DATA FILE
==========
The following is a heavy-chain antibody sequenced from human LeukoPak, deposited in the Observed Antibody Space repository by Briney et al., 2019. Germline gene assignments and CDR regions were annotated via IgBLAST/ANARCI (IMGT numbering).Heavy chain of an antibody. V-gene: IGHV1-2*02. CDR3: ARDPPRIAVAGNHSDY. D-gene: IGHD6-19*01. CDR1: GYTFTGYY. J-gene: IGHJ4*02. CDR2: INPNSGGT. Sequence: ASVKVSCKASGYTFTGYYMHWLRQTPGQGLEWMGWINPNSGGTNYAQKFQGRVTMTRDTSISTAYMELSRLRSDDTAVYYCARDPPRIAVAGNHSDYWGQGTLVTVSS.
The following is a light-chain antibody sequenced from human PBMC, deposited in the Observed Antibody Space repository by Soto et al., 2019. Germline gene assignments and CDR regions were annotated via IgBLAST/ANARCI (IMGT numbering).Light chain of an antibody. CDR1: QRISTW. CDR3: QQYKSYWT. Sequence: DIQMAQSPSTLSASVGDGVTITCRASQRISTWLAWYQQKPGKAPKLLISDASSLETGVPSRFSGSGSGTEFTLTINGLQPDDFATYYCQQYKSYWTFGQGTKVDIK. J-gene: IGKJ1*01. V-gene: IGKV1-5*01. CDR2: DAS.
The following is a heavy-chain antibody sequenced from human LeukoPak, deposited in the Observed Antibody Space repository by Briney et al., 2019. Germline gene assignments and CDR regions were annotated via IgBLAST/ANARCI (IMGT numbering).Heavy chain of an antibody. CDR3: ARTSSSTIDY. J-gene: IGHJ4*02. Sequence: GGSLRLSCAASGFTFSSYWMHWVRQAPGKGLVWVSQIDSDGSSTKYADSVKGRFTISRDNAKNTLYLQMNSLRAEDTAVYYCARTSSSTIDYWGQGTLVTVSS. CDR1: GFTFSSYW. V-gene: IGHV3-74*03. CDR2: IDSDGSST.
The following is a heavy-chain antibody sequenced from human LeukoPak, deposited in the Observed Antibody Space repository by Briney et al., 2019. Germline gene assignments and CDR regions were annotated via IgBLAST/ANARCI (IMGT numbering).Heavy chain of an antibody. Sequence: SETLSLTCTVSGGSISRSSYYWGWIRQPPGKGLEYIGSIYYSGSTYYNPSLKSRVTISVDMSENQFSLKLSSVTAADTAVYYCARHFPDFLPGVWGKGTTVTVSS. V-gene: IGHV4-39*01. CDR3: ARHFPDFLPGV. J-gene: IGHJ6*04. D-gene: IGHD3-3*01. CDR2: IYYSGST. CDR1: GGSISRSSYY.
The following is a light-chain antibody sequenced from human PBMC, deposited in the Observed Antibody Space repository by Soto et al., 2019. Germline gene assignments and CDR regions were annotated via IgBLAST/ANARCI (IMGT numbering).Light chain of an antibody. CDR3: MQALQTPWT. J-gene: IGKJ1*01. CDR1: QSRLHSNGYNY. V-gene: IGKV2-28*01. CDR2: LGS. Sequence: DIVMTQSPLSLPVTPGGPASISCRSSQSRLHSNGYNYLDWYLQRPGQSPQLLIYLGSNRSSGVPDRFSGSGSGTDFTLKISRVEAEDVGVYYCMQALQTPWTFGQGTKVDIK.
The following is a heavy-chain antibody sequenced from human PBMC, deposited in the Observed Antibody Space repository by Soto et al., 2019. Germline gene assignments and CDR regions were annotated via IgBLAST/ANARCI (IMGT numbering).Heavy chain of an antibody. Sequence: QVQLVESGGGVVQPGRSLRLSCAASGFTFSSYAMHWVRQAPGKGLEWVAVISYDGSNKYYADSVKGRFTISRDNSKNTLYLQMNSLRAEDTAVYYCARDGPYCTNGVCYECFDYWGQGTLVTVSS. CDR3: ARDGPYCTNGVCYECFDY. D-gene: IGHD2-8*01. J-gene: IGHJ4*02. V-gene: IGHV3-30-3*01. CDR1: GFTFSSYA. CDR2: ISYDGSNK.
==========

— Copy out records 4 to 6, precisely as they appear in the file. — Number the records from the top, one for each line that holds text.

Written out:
The following is a heavy-chain antibody sequenced from human LeukoPak, deposited in the Observed Antibody Space repository by Briney et al., 2019. Germline gene assignments and CDR regions were annotated via IgBLAST/ANARCI (IMGT numbering).Heavy chain of an antibody. Sequence: SETLSLTCTVSGGSISRSSYYWGWIRQPPGKGLEYIGSIYYSGSTYYNPSLKSRVTISVDMSENQFSLKLSSVTAADTAVYYCARHFPDFLPGVWGKGTTVTVSS. V-gene: IGHV4-39*01. CDR3: ARHFPDFLPGV. J-gene: IGHJ6*04. D-gene: IGHD3-3*01. CDR2: IYYSGST. CDR1: GGSISRSSYY.
The following is a light-chain antibody sequenced from human PBMC, deposited in the Observed Antibody Space repository by Soto et al., 2019. Germline gene assignments and CDR regions were annotated via IgBLAST/ANARCI (IMGT numbering).Light chain of an antibody. CDR3: MQALQTPWT. J-gene: IGKJ1*01. CDR1: QSRLHSNGYNY. V-gene: IGKV2-28*01. CDR2: LGS. Sequence: DIVMTQSPLSLPVTPGGPASISCRSSQSRLHSNGYNYLDWYLQRPGQSPQLLIYLGSNRSSGVPDRFSGSGSGTDFTLKISRVEAEDVGVYYCMQALQTPWTFGQGTKVDIK.
The following is a heavy-chain antibody sequenced from human PBMC, deposited in the Observed Antibody Space repository by Soto et al., 2019. Germline gene assignments and CDR regions were annotated via IgBLAST/ANARCI (IMGT numbering).Heavy chain of an antibody. Sequence: QVQLVESGGGVVQPGRSLRLSCAASGFTFSSYAMHWVRQAPGKGLEWVAVISYDGSNKYYADSVKGRFTISRDNSKNTLYLQMNSLRAEDTAVYYCARDGPYCTNGVCYECFDYWGQGTLVTVSS. CDR3: ARDGPYCTNGVCYECFDY. D-gene: IGHD2-8*01. J-gene: IGHJ4*02. V-gene: IGHV3-30-3*01. CDR1: GFTFSSYA. CDR2: ISYDGSNK.